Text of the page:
Putting researchers front and centre: enhanced support for Wellcome-funded researchers to describe and share their data

Comprehensive data records and tailored advice now available as part of the Research Data Support pilot

Sep 02, 2019
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Last July, Springer Nature and Wellcome announced a pilot partnership to provide data curation services to Wellcome-funded researchers. Today, the scope of this service has been expanded to include comprehensive one-to-one support from a research data editor, providing tailored advice starting with a researcher’s manuscript, and best practice guidance on deposition for all supporting data. This approach puts research and researchers’ needs front and centre, ensuring that they have adequate support in both the engagement with, and sharing of their research. You can read more about the pilot and register your interest here

To date, through the pilot, we have supported researchers with data files that they were ready to share, helping to organise their data in a presentable and useful way, supporting visibility, making data easier to find and cite, and saving time for researchers in data management. Researchers receive a detailed metadata record in Springer Nature’s figshare repository and are offered support in drafting a data availability statement and adding data citations to related manuscripts. This dataset is an example of a Research Data Support output holding a variety of data related to sustainable catalysts in chemical transformations, with the related article published in Wellcome Open Research. For more detail about the original launch read the announcement here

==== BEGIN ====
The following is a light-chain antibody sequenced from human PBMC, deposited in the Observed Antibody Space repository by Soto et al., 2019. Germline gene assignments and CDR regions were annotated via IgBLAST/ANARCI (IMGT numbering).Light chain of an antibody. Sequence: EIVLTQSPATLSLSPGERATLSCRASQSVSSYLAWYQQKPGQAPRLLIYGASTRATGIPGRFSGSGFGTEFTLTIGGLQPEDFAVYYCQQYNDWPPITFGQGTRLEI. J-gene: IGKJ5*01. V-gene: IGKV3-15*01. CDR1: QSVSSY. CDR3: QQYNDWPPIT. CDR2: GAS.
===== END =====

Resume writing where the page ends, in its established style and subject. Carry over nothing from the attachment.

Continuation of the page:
This funder-led model has been a significant development in enabling skilled data management at no individual cost to researchers, supporting Wellcome’s policy on data, software and materials sharing. Working with Wellcome researchers and their data has also enabled our Research Data team to work directly with the community we are supporting, receiving feedback to develop our standards and processes, including how we can work with researchers to ensure participant identities are protected while still making useful data openly available. 

Expert consultation on research manuscripts

Based on what we have learned so far, we are now adding more support for authors who cannot share their data openly, whose data are suitable for a specialist repository, or who are not sure their research includes data that could be shared. The starting point for this more in-depth service is a research data editor working with a researcher to identify what data underpin their paper.

Handling sensitive data

In speaking with researchers over the past year, we learned that there are many who have not been able to utilise Research Data Support with its initial focus on datasets that can be shared publicly in a general repository such as figshare. A key example is clinical sensitive data. Our team has been able to work with researchers to deidentify data (for example see this case study dealing with paediatric ward admissions in a rural Kenyan hospital), making it possible for data with potential for reuse to be published openly, while minimising risk to participant privacy. The enhanced service now enables us to create metadata-only records where data are too sensitive to be shared openly at all (see an example here). This provides readers with context of what data are available and how they were produced, improving on a simple ‘available on request’ statement in the manuscript.